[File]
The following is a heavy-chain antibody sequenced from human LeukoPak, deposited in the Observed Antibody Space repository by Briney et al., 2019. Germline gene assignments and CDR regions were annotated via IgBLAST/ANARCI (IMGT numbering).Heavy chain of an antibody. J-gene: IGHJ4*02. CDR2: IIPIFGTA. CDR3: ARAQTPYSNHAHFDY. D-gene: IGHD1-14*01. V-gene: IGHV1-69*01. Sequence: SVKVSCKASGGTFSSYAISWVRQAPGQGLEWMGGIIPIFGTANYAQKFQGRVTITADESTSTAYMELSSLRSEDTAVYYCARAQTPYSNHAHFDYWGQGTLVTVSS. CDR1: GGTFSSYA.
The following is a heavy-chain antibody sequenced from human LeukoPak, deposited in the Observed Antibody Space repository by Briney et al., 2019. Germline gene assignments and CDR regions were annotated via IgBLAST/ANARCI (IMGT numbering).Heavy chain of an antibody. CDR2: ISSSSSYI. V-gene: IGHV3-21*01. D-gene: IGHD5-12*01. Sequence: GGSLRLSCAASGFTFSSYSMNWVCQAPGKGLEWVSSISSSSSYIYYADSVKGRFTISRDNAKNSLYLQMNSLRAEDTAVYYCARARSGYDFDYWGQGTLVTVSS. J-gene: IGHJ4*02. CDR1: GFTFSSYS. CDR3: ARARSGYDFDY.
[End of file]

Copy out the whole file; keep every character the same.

The following is a heavy-chain antibody sequenced from human LeukoPak, deposited in the Observed Antibody Space repository by Briney et al., 2019. Germline gene assignments and CDR regions were annotated via IgBLAST/ANARCI (IMGT numbering).Heavy chain of an antibody. J-gene: IGHJ4*02. CDR2: IIPIFGTA. CDR3: ARAQTPYSNHAHFDY. D-gene: IGHD1-14*01. V-gene: IGHV1-69*01. Sequence: SVKVSCKASGGTFSSYAISWVRQAPGQGLEWMGGIIPIFGTANYAQKFQGRVTITADESTSTAYMELSSLRSEDTAVYYCARAQTPYSNHAHFDYWGQGTLVTVSS. CDR1: GGTFSSYA.
The following is a heavy-chain antibody sequenced from human LeukoPak, deposited in the Observed Antibody Space repository by Briney et al., 2019. Germline gene assignments and CDR regions were annotated via IgBLAST/ANARCI (IMGT numbering).Heavy chain of an antibody. CDR2: ISSSSSYI. V-gene: IGHV3-21*01. D-gene: IGHD5-12*01. Sequence: GGSLRLSCAASGFTFSSYSMNWVCQAPGKGLEWVSSISSSSSYIYYADSVKGRFTISRDNAKNSLYLQMNSLRAEDTAVYYCARARSGYDFDYWGQGTLVTVSS. J-gene: IGHJ4*02. CDR1: GFTFSSYS. CDR3: ARARSGYDFDY.